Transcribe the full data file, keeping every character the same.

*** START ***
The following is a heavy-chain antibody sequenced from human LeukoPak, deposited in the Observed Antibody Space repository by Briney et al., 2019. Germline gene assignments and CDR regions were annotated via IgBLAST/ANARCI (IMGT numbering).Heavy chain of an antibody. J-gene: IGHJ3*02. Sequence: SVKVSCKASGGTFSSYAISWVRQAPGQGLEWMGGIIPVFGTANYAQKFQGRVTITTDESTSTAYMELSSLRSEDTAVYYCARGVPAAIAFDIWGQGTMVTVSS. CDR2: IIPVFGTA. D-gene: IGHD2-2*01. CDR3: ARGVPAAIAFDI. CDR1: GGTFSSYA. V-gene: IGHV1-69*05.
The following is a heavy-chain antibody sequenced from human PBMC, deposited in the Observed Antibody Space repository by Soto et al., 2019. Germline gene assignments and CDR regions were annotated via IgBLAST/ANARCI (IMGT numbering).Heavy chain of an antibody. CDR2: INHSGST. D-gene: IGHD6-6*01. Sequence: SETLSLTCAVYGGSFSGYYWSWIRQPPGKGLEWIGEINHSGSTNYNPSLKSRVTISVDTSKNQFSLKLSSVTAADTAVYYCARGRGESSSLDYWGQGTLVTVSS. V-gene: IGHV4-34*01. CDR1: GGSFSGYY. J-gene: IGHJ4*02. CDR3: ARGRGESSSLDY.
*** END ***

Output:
The following is a heavy-chain antibody sequenced from human LeukoPak, deposited in the Observed Antibody Space repository by Briney et al., 2019. Germline gene assignments and CDR regions were annotated via IgBLAST/ANARCI (IMGT numbering).Heavy chain of an antibody. J-gene: IGHJ3*02. Sequence: SVKVSCKASGGTFSSYAISWVRQAPGQGLEWMGGIIPVFGTANYAQKFQGRVTITTDESTSTAYMELSSLRSEDTAVYYCARGVPAAIAFDIWGQGTMVTVSS. CDR2: IIPVFGTA. D-gene: IGHD2-2*01. CDR3: ARGVPAAIAFDI. CDR1: GGTFSSYA. V-gene: IGHV1-69*05.
The following is a heavy-chain antibody sequenced from human PBMC, deposited in the Observed Antibody Space repository by Soto et al., 2019. Germline gene assignments and CDR regions were annotated via IgBLAST/ANARCI (IMGT numbering).Heavy chain of an antibody. CDR2: INHSGST. D-gene: IGHD6-6*01. Sequence: SETLSLTCAVYGGSFSGYYWSWIRQPPGKGLEWIGEINHSGSTNYNPSLKSRVTISVDTSKNQFSLKLSSVTAADTAVYYCARGRGESSSLDYWGQGTLVTVSS. V-gene: IGHV4-34*01. CDR1: GGSFSGYY. J-gene: IGHJ4*02. CDR3: ARGRGESSSLDY.